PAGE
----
Walker, E. R., McGee, R. E., and Druss, B. G. (2015). Mortality in mental disorders and global disease burden implications: a systematic review and meta-analysis. JAMA Psychiatry 72, 334–341. doi: 10.1001/jamapsychiatry.2014.2502

PubMed Abstract | CrossRef Full Text | Google Scholar

Whiteford, H. A., Degenhardt, L., Rehm, J., Baxter, A. J., Ferrari, A. J., Erskine, H. E., et al. (2013). Global burden of disease attributable to mental and substance use disorders: findings from the global burden of disease study 2010. Lancet 382, 1575–1586. doi: 10.1016/s0140-6736(13)61611-6

CrossRef Full Text | Google Scholar

Whiteford, H. A., Ferrari, A. J., Degenhardt, L., Feigin, V., Vos, T., and Forloni, G. J. P. O. (2010). The global burden of mental, neurological and substance use disorders: an analysis from the global burden of disease study 2010. PLoS One 10:e0116820. doi: 10.1371/journal.pone.0116820

PubMed Abstract | CrossRef Full Text | Google Scholar

World Health Organization (2017). Depression and Other Common Mental Disorders: Global Health Estimates. Geneva: World Health Organization.

Google Scholar

Xiao, T., Qiu, H., Chen, Y., Zhou, X., Wu, K., Ruan, X., et al. (2018). Prevalence of anxiety and depression symptoms and their associated factors in mild COPD patients from community settings, Shanghai, China: a cross-sectional study. BMC Psychiatry 18:89. doi: 10.1186/s12888-018-1671-5

PubMed Abstract | CrossRef Full Text | Google Scholar

Xu, Z., Huang, F., Kösters, M., and Rüsch, N. (2017). Challenging mental health related stigma in China: Systematic review and meta-analysis. II. Interventions among people with mental illness. Psychiatry Res. 255, 457–464. doi: 10.1016/j.psychres.2017.05.002

PubMed Abstract | CrossRef Full Text | Google Scholar

Yang, G., Wang, Y., Zeng, Y., Gao, G. F., Liang, X., Zhou, M., et al. (2013). Rapid health transition in China, 1990-2010: findings from the global burden of disease study 2010. Lancet 381, 1987–2015. doi: 10.1016/s0140-6736(13)61097-1

CrossRef Full Text | Google Scholar

Yang, Z., Chen, R., Hu, X., and Ren, X. H. (2019). Factors that related to the depressive symptoms among elderly in urban and rural areas of China. Zhonghua Liu Xing Bing Xue Za Zhi 38, 1088–1093. doi: 10.3760/cma.j.issn.0254-6450.2017.08.018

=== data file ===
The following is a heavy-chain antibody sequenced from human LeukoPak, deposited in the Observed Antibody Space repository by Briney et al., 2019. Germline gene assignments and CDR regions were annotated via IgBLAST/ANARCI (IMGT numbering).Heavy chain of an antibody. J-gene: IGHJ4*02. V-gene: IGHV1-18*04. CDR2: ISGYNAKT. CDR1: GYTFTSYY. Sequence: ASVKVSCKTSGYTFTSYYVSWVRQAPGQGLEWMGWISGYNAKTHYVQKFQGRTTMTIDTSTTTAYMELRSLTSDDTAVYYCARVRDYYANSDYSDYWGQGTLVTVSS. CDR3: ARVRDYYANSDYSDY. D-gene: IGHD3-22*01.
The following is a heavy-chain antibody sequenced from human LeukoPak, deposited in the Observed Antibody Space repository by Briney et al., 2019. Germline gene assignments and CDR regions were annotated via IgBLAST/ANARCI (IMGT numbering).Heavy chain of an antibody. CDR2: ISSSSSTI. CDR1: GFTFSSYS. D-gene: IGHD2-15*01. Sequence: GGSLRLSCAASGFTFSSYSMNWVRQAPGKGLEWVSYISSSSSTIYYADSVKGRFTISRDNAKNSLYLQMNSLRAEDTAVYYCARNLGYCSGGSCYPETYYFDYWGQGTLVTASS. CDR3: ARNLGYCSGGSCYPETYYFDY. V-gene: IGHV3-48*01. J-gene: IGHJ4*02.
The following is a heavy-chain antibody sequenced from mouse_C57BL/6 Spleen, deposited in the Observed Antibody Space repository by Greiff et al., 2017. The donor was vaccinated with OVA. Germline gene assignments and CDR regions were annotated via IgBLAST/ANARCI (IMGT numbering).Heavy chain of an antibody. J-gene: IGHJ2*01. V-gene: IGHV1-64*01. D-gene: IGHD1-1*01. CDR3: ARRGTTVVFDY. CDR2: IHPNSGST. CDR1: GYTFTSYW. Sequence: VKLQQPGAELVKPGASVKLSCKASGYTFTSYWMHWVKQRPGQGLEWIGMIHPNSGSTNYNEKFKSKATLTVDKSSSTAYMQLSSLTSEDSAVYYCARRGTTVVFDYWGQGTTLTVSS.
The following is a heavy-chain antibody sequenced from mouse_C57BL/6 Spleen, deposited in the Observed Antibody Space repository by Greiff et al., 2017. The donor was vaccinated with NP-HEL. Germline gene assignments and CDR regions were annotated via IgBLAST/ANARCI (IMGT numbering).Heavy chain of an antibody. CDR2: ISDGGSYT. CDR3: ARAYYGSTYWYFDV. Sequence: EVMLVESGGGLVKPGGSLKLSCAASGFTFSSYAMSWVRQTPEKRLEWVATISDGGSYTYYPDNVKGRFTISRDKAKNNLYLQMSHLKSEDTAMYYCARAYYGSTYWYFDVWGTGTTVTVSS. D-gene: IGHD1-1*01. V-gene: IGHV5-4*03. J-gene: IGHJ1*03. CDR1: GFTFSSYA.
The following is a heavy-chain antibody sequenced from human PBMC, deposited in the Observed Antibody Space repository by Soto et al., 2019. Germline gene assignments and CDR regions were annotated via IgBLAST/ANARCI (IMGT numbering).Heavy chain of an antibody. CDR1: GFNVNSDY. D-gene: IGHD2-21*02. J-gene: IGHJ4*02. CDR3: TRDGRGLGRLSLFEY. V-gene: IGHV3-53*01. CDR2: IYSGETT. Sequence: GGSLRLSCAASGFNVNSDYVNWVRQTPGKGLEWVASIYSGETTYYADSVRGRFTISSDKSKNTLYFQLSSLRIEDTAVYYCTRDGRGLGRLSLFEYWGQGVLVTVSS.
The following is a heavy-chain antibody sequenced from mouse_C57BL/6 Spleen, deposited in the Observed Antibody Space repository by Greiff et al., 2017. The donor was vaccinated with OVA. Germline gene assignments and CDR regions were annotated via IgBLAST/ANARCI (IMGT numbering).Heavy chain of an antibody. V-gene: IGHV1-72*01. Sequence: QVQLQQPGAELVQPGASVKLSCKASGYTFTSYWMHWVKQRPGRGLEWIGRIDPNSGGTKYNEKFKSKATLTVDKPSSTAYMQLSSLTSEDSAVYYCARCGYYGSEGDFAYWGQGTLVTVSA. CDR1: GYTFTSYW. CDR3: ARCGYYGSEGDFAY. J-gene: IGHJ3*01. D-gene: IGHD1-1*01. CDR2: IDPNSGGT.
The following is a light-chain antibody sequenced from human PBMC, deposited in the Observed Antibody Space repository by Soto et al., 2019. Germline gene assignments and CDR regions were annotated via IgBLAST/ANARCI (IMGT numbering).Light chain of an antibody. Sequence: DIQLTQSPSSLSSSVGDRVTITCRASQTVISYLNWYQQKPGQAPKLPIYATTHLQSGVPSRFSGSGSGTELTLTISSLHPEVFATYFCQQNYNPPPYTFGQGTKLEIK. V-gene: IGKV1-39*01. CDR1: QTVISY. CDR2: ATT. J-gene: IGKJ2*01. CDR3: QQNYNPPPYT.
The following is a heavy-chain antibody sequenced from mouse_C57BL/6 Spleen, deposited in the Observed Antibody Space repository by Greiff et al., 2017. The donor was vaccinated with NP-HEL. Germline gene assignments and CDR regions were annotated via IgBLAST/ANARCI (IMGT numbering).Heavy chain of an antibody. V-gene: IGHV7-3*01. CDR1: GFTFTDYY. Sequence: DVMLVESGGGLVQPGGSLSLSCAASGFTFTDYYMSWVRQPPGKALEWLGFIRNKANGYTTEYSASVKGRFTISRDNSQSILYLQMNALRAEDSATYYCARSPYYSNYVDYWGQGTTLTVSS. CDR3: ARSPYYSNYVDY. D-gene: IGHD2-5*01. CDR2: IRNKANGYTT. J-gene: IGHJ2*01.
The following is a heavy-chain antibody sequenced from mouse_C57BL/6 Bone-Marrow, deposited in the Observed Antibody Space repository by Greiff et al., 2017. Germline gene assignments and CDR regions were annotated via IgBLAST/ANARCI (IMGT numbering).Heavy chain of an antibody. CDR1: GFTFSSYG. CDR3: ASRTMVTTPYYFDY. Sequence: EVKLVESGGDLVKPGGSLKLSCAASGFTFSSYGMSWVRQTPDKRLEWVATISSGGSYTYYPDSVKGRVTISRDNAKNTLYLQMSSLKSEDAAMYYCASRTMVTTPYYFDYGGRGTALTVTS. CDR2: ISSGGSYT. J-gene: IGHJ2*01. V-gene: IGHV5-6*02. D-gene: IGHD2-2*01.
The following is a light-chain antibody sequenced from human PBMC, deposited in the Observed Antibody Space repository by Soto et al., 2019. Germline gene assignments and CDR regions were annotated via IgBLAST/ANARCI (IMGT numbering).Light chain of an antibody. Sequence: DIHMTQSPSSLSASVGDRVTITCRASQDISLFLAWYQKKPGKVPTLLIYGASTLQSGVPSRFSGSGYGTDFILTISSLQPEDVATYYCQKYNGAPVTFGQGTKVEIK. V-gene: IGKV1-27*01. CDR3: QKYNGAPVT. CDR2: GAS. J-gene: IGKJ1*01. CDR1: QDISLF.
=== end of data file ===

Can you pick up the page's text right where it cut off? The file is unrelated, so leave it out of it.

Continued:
PubMed Abstract | CrossRef Full Text | Google Scholar

Zhao, Y., Hu, Y., Smith, J. P., Strauss, J., and Yang, G. (2014). Cohort profile: the China Health and Retirement Longitudinal Study (CHARLS). Int. J. Epidemiol. 43, 61–68. doi: 10.1093/ije/dys203

PubMed Abstract | CrossRef Full Text | Google Scholar

Zhou, M., Wang, H., Zeng, X., Yin, P., Zhu, J., Chen, W., et al. (2019). Mortality, morbidity, and risk factors in China and its provinces, 1990-2017: a systematic analysis for the Global Burden of Disease Study 2017. Lancet 394, 1145–1158. doi: 10.1016/s0140-6736(19)30427-1

CrossRef Full Text | Google Scholar

Keywords: chronic lung diseases, depressive symptoms, cohort study, association, risk variants

Citation: Ren X, Wang S, He Y, Lian J, Lu Q, Gao Y and Wang Y (2021) Chronic Lung Diseases and the Risk of Depressive Symptoms Based on the China Health and Retirement Longitudinal Study: A Prospective Cohort Study. Front. Psychol. 12:585597. doi: 10.3389/fpsyg.2021.585597

Received: 21 July 2020; Accepted: 18 March 2021;
Published: 22 July 2021.

Edited by:

Xiao Zhou, Zhejiang University, China

Reviewed by:

Jiang Xue, Zhejiang University, China
Chenkai Wu, Duke Kunshan University, China

Copyright © 2021 Ren, Wang, He, Lian, Lu, Gao and Wang. This is an open-access article distributed under the terms of the Creative Commons Attribution License (CC BY). The use, distribution or reproduction in other forums is permitted, provided the original author(s) and the copyright owner(s) are credited and that the original publication in this journal is cited, in accordance with accepted academic practice. No use, distribution or reproduction is permitted which does not comply with these terms.

*Correspondence: Yuling Wang, wangyuling301@163.com; Yanhong Gao, 17301285065@163.com

These authors have contributed equally to this work